Medical Marijuana – Part 2 – Issues in Leasing Real Property

As referenced in Part 1 of this series, California law on medical marijuana starts with a determination of whether a person qualifies as a “Qualified Patient” under Prop 215. As long as the person is in compliance with the provisions of this law, they have limited immunity from criminal prosecution (at the State level).  Subsequent related laws extended this limited immunity to Collectives and incorporated entities that cultivate and/or distribute medical marijuana. 

1.    Must I rent to a person that is a Qualified Patient under Prop 215?  The answer appears to be a solid no at this time.  Nothing in California can compel you to rent your property for a use which includes the use, growing, cultivation, or distribution of medical marijuana. Legally any marijuana use is illegal under Federal law and no property owner can be compelled to allow an illegal action on their property.

2.     Should I rent to a person that is a Qualified Patient under Prop 215?
If you are not concerned about the risk of Federal enforcement, there are many pros and cons that will influence your decision whether to rent to a person or company who will be using or growing marijuana on your property. On the pro side, scientific evidence seems to indicate that medical marijuana plays a valuable role in pain management and other medical therapies. Property owners who allow this use may find that they can get better rents and longer tenancies.  On the con side,  any smoking including marijuana may create a nuisance for other tenants and neighbors. Further there has been some evidence of increased risk of criminal activity where marijuana is grown or kept.

3.    Can I be sued for Discrimination if I refuse to rent to a Qualified Patient? Again the answer is no. Discrimination is determined under the Federal Fair Housing Act.  Since marijuana use is illegal federally, it cannot be a basis to claim discrimination when housing is denied to a marijuana user. There is no California law that establishes medical marijuana users as a protected class of persons.  So refusing to rent is not a discriminatory act.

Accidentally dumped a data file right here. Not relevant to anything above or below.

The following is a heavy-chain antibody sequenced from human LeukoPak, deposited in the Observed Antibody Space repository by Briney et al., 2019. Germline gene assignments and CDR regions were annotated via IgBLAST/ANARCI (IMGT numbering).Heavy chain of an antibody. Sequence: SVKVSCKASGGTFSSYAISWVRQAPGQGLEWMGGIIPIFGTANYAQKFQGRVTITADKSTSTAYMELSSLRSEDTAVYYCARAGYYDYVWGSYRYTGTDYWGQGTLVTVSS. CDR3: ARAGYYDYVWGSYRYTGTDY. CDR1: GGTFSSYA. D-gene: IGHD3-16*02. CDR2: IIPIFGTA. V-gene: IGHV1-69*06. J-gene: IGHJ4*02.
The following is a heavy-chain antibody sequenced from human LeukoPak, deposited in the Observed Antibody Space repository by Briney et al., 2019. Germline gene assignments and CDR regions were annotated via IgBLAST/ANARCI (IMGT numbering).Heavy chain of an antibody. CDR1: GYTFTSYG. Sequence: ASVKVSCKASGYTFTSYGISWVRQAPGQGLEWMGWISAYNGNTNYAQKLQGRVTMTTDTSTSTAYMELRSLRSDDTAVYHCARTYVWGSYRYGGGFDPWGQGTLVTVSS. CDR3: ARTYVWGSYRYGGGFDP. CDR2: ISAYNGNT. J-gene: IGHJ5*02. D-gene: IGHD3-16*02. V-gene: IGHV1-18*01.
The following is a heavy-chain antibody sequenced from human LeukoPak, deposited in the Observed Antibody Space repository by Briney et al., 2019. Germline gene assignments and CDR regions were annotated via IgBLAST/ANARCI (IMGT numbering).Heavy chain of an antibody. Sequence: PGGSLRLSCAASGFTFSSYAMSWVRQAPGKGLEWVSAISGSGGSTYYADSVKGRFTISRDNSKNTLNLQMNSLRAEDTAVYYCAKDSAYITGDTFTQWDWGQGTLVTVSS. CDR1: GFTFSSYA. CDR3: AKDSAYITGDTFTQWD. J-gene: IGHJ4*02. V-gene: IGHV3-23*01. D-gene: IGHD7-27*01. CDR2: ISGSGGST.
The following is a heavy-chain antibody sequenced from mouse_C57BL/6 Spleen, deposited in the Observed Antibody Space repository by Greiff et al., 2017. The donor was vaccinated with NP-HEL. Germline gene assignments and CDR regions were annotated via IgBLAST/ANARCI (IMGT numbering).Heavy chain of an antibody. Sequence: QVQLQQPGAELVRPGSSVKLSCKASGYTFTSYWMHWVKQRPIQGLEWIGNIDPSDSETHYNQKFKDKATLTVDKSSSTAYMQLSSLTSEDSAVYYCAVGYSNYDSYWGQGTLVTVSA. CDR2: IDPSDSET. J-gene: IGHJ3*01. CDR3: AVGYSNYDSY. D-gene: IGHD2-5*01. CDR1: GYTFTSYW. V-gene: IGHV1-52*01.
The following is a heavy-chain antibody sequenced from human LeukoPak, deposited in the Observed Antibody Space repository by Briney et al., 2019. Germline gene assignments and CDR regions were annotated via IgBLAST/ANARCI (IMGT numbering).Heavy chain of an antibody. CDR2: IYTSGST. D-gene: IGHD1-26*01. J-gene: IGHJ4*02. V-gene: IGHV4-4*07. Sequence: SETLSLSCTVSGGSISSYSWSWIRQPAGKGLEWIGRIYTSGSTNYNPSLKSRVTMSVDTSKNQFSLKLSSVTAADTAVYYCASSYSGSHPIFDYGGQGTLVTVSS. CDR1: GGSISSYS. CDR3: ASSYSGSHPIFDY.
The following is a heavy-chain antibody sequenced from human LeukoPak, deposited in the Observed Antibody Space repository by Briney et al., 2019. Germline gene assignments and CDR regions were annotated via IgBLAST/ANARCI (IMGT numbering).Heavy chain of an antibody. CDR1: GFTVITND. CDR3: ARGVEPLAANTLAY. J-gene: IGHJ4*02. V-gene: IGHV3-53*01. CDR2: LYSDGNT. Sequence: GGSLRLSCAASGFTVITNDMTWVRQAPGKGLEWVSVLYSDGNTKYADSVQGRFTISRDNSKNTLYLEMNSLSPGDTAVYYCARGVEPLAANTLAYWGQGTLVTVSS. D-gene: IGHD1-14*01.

4.    Would the results be the same for Cultivation and Distribution operations? Yes, these are illegal federally and refusing to rent to a marijuana cultivator or distributor is neither illegal or discriminatory.

5.    Is there anything pending that would change these results?
State Law:  California law already prohibits smoking medical marijuana anywhere tobacco is banned, which includes most public places. However, many are concerned whether this ban would stand if California actually legalizes marijuana use.  A new bill from Assemblyman Jim Wood, D-Healdsburg, would extend to medical marijuana a 2011 law that permitted landlords to prohibit the smoking of cigarettes and other tobacco products on their rental properties. The bill sponsor, the California Apartment Association, said it is important to give landlords explicit authority to forbid pot smoke on their properties, since it can create tension among tenants.

Federal Law:  Currently the only action that would reasonably change these answers would be federal legalization of medical marijuana use. While this is often discussed, there appears to be no realistic prospects for any such law change soon. Many people believe that the gradual legalization of recreational marijuana, as in Washington and Colorado, coupled with expanding State regulations of medical marijuana around the Country, will eventually lead to federal legalization.  While  legalization would de-criminalize marijuana use, it would remain to be seen whether any such legislation would compromise or eliminate landlords’ ability to prohibit medical marijuana in their properties. It is likely that the ability to ban smoking would c

6.     If I do decide to lease my property to a tenant who will use or grow medical marijuana, must I do anything special?  You may need to modify your Rental Agreements to deal with this situation. Federally, marijuana use remains a crime so the Agreement must provide a carve-out from this law. Further, you must provide for where use and growing occurs and who can do so.  You don’t want your other tenants or neighbors to believe that they can freely use marijuana on your property.  And, you must provide an escape provision whereby you can terminate the Agreement or the continued use if you are confronted with claims that you are allowing a “nuisance” on your property or other claims by offended persons. I am not as yet aware of a standard form of medical marijuana rental agreement although I would expect these to become available soon.

Next:    Part 3 – How should I respond if an existing tenant is growing Marijuana?